AK: [Laughs] When I was a child, I thought I was going to grow up to be a man. I told my mother, “When I grow up, I’m gonna be James Brown.” She said, “No, I don’t think so.” I didn’t get it. Then you grow up and it’s, like “Oh. OK. I got it now.”
SD: I’d say you turned out pretty well, even if you’re not James Brown.
AK: Thank you. Growing up with boys was good. You hang out with boys, you have no problems. You’re not fighting over a boy or all the other girl stuff. [Laughs]
SD: It sounds like you had a hectic upbringing.
AK: [Laughs] You think? Growing up and becoming a mother of one, I can’t imagine how my parents raised 10. When you grow up with 10 children — I was the last girl, then there were three more boys — and a father who is the only one with a paycheck, my parents had to find a way to channel our energy and to have balance. My father believed in being curious about culture. He wanted us to be linked to the world. He told us, “Before you get out of this house, you have to understand that the world is bigger than the front door. You have to be curious, you have to listen to the music of the world.” He brought music home to all of us.
SD: What kind of music?
AK: All kinds. Even classical music, which is not something many people listen to in Africa. One day, he realized we were not paying any attention to the classical music. We were like, “What kind of stupid music is this?” So, because he played banjo, he started playing classical music on that. And we thought it was so painful, we had to go back and start listening to the original recordings. So that’s how I started listening to classical music.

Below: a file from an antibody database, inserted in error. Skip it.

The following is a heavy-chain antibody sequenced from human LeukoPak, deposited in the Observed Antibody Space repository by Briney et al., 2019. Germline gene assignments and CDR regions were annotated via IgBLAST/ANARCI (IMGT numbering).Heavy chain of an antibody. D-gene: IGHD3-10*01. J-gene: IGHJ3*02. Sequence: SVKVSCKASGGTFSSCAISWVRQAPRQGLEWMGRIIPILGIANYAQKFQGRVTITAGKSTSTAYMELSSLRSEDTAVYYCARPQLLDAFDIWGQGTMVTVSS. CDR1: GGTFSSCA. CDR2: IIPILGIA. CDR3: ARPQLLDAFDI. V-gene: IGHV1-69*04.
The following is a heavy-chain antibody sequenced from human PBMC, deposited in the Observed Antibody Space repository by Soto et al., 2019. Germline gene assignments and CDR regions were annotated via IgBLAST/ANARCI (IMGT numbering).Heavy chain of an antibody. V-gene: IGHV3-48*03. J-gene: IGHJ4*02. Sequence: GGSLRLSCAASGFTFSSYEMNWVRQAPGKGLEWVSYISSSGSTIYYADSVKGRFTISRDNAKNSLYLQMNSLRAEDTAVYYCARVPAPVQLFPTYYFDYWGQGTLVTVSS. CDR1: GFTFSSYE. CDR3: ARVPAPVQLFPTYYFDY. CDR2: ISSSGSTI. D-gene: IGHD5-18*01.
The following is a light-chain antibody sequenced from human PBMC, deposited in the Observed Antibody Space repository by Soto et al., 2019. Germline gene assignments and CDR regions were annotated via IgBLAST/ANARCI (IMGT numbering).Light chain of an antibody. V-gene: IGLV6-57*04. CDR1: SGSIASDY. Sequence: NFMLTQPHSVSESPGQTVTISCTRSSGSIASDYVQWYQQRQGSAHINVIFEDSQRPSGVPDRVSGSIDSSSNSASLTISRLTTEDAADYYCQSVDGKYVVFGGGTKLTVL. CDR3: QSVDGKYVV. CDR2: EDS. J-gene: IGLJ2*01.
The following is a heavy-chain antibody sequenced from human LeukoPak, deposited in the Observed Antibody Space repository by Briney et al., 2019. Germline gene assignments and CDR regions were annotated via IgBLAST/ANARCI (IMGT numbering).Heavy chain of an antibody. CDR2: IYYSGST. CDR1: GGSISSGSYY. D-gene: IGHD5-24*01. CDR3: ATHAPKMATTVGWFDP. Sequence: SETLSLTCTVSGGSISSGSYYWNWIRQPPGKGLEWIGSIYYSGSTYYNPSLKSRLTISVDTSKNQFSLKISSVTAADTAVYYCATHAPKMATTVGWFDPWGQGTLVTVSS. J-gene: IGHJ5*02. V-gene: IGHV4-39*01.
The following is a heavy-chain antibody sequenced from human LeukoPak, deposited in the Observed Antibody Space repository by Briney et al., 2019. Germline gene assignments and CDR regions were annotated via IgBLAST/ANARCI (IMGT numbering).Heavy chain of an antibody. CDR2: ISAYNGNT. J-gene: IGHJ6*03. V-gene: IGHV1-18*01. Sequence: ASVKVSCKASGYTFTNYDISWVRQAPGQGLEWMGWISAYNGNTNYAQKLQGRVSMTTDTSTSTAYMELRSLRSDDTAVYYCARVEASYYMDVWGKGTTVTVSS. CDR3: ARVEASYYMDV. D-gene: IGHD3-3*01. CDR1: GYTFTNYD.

SD: Which composers did you like the most?
AK: Mozart. He’s the one who gave me the heartbreak. When I listened to Don Giovanni, I could feel the presence of death in the room. I was like, Oh, no. I can’t listen to this music! It was freaking me out. It spooked the hell out of me. But at the same time, when you’re a kid, things that frighten you are where you wanna go, right? So I got hooked on Mozart and became more curious about him.
I listened to more when I moved to France. I was taught Italian classical vocal techniques, which was interesting for me because I started singing with no technique, no music school, no voice training. And here I am, with the voice of my mother in my head saying that when you want to do something, learn about it, learn your capacity and know your limit. Learn how you can use your potential to the fullest. As children, we were taught to take responsibility for whatever you do. We had freedom to do whatever we wanted. But there were rules.